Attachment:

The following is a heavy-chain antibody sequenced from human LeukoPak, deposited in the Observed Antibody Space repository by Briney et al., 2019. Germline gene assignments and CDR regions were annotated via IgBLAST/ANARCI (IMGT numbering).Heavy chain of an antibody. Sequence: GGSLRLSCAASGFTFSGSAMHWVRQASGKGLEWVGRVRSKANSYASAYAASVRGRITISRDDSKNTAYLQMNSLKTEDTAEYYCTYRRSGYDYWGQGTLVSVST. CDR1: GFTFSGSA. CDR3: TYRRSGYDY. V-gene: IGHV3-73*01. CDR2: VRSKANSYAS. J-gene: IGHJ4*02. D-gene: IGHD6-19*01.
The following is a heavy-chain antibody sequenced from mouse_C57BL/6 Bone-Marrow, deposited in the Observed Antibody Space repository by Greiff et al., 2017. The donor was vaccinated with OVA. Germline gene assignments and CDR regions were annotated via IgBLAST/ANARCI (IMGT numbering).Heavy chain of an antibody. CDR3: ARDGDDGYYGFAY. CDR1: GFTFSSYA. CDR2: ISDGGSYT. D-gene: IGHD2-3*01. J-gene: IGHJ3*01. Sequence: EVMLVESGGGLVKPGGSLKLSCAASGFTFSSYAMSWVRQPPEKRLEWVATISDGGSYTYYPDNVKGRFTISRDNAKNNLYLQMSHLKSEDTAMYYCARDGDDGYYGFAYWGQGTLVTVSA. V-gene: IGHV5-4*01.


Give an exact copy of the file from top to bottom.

The following is a heavy-chain antibody sequenced from human LeukoPak, deposited in the Observed Antibody Space repository by Briney et al., 2019. Germline gene assignments and CDR regions were annotated via IgBLAST/ANARCI (IMGT numbering).Heavy chain of an antibody. Sequence: GGSLRLSCAASGFTFSGSAMHWVRQASGKGLEWVGRVRSKANSYASAYAASVRGRITISRDDSKNTAYLQMNSLKTEDTAEYYCTYRRSGYDYWGQGTLVSVST. CDR1: GFTFSGSA. CDR3: TYRRSGYDY. V-gene: IGHV3-73*01. CDR2: VRSKANSYAS. J-gene: IGHJ4*02. D-gene: IGHD6-19*01.
The following is a heavy-chain antibody sequenced from mouse_C57BL/6 Bone-Marrow, deposited in the Observed Antibody Space repository by Greiff et al., 2017. The donor was vaccinated with OVA. Germline gene assignments and CDR regions were annotated via IgBLAST/ANARCI (IMGT numbering).Heavy chain of an antibody. CDR3: ARDGDDGYYGFAY. CDR1: GFTFSSYA. CDR2: ISDGGSYT. D-gene: IGHD2-3*01. J-gene: IGHJ3*01. Sequence: EVMLVESGGGLVKPGGSLKLSCAASGFTFSSYAMSWVRQPPEKRLEWVATISDGGSYTYYPDNVKGRFTISRDNAKNNLYLQMSHLKSEDTAMYYCARDGDDGYYGFAYWGQGTLVTVSA. V-gene: IGHV5-4*01.